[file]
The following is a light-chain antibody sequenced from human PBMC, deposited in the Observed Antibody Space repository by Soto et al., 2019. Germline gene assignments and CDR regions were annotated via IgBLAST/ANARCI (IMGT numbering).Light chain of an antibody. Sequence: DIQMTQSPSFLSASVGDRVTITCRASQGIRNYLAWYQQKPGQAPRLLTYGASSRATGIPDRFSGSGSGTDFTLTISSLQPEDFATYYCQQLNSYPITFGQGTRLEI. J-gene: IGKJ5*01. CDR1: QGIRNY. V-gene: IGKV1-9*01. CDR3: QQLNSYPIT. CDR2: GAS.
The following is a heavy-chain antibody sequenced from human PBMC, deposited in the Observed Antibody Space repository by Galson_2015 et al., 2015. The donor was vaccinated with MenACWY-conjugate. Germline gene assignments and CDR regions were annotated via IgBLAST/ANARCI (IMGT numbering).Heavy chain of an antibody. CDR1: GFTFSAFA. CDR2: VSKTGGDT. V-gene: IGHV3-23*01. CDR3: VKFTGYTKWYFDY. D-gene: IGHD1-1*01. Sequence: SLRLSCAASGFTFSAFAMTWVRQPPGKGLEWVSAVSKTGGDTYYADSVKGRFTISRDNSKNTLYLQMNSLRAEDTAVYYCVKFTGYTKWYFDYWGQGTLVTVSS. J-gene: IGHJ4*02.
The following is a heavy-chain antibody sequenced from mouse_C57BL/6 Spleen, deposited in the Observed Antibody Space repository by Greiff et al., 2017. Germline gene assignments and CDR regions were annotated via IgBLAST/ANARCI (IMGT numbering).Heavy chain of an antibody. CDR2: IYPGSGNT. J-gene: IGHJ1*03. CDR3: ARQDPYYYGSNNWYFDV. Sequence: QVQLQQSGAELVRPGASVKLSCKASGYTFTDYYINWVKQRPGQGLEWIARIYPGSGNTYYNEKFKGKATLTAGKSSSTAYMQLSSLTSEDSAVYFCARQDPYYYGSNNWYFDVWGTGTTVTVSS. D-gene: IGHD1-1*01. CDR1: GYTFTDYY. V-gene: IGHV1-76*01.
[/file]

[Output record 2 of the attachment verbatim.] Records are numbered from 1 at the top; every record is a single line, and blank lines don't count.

The following is a heavy-chain antibody sequenced from human PBMC, deposited in the Observed Antibody Space repository by Galson_2015 et al., 2015. The donor was vaccinated with MenACWY-conjugate. Germline gene assignments and CDR regions were annotated via IgBLAST/ANARCI (IMGT numbering).Heavy chain of an antibody. CDR1: GFTFSAFA. CDR2: VSKTGGDT. V-gene: IGHV3-23*01. CDR3: VKFTGYTKWYFDY. D-gene: IGHD1-1*01. Sequence: SLRLSCAASGFTFSAFAMTWVRQPPGKGLEWVSAVSKTGGDTYYADSVKGRFTISRDNSKNTLYLQMNSLRAEDTAVYYCVKFTGYTKWYFDYWGQGTLVTVSS. J-gene: IGHJ4*02.